This week’s parasha is called Korach, named for the leader of one of the largest and most severe revolts against the leadership of Moses and Aaron during the wilderness journey.  Our passage for this week covers Numbers, Chapter 16:1 – Chapter 18:32.

While all those who served at the Tabernacle and later at the Temple are descendants of Levi, only the priests and the high priest are descendants of Aaron.  Korach, while a descendant of Kohath, is the son of Izhar, who was the brother of Aaron’s father, Amram.  This makes Korach Aaron’s cousin.  Therefore, Korach is a Levite, who is allowed to serve at the Tabernacle, but cannot carry out the priestly duties.

Let’s examine the elements of this rebellion:  We have Korach, representing the Levites.  This indicates that this was an attack on the worship structure that God had put in place since Korach’s line of argument is that the whole congregation was holy and should be allowed to serve in the priestly capacity that God designated only for Aaron and his sons.

We have Dathan, Abiram and On, descendants of Reuben.  Reuben and his descendants lost their birthright since Reuben slept with Rachel’s maid, Bilhah.  This represents a rebellion by those seeking to uphold succession or authority by birthright.

Thirdly, we have 250 leaders of the congregation that side with Korach.  This represents a rebellion against the governing structure that God put in place for the congregation of Israel.

And, finally, we have the rebellion of the people, from which we can see that even if a majority believes in something, it may not necessarily be the right thing.

In Chapter 16 God tells Moses and Aaron to separate themselves from everyone else so that the Lord could instantly destroy the entire congregation.  You might think that Moses and Aaron would welcome an end to all the grumbling against them, but instead they throw themselves on the ground and beg for forgiveness for the people.

The Lord relents, but there must still be punishment for the main offenders.  As a test of whom the Lord will favor, Korach, Abiram and Dathan along with the 250 leaders are instructed to offer the special inscense to the Lord in bronze censers, the pot for holding and burning inscense.  Only the priests could burn the incense, so this was a fitting test since Korach had declared that others should be allowed to take on priestly dutues.

However, the consequences for Korach, Abiram and Dathan and their families are disastrous.  Not only do they die, but in verse 32, the ground opens up and swallows them, their families, dwellings and possessions and closes up over them.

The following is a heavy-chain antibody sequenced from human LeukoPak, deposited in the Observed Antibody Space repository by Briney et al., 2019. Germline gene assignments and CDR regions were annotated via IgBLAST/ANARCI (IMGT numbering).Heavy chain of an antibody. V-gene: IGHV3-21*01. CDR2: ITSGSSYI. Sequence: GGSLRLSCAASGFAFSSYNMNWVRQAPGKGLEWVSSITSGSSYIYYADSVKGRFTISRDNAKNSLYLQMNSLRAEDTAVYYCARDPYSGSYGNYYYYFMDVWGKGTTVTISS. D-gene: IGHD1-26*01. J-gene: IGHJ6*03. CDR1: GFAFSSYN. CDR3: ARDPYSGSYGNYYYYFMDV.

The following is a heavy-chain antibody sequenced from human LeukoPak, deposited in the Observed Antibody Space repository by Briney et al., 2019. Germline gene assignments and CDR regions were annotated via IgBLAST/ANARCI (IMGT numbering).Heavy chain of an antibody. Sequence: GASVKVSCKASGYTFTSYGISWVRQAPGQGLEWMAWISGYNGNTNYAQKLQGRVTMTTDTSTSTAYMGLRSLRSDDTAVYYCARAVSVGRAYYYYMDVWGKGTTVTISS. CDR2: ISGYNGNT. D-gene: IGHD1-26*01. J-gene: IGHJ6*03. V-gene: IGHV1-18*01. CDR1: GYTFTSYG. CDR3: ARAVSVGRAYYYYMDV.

In addition, fire came from the Lord and consumed the 250 leaders who were offering the sacred incense.   God then commanded that each of the censers, which was used by each of those leaders, be gathered and hammered into sheets and used as plating for the altar for burnt offerings.  The censers had been offered before the Lord, and even though it was a strange, or unacceptable, offering of incense, it still made the censers holy.  Overlaying this plating of bronze censers over the altar would be a sign to Israel that only the priests could approach to carry out the priestly duties.

Despite all that had transpired, the next day, “..the whole Israelite community grumbled against Moses and Aaron.” (v41).  The people wanted to blame Moses and Aaron for causing the death of the 250 leaders.

This rebellion causes a plague among the people and in response to that, Moses tells Aaron to take his censer and quickly go to the people who are being struck down.  By the time the plauge is checked, 14,700 people have died.

In order to put the question of priestly authority to rest forever, in Chapter 17, God commands that each leader of each tribe should bring a rod and write their name on their rod.  Aaron would be the representative for the tribe of Levi.  The rod, or staff, represented authority, so by this, those who would have the priestly authority would be decided by God.  God tells them that the rod of the man He chooses will sprout.  On the next day, when the rods are checked, not only has Aaron’s rod sprouted, but it has put forth buds and blossomed, producing ripe almonds.  To have a dead piece of wood just produce sprouts would have been a miracle, so you can imagine what everyone felt when they saw that Aaron’s rod had even produced blossoms and ripe almonds.  God commanded that Aaron’s rod be kept in the Ark of the Covenant as a sign that his descendants alone would have the priestly authority.

The lesson from today’s parasha is rebellion and the consequences that come from that.  Hebrews 9:4 speaks of the contents of the Ark of the Covenant:  “Behind the second curtain was a room called the Most Holy Place which had the golden altar of incense and the gold-covered ark of the covenant.  This ark contained the gold jar of manna, Aaron’s staff that had budded and the stone tablets of the covenant.”  Each one of these items is a representation of the rebellion of the Israelis.  The manna, where they complained about food.  The staff that budded when there were complaints about priestly leadership (today’s parasha).  And the commandments, which Moses shattered when our ancestors turned away from the Living God to worship a golden calf.

And, this rebellion against God is still occurring today.  For non-believers, they have not accepted Messiah’s Lordship.  And, for believers, we often struggle with the 2 greatest commandments as expressed by Messiah:  Loving the Lord with heart, mind and strength and loving our neighbor as we love ourselves.  When we think of the Ark of the Covenant, may the three elements within be a reminder to us to stay faithful and true to the one who is the True and Living God.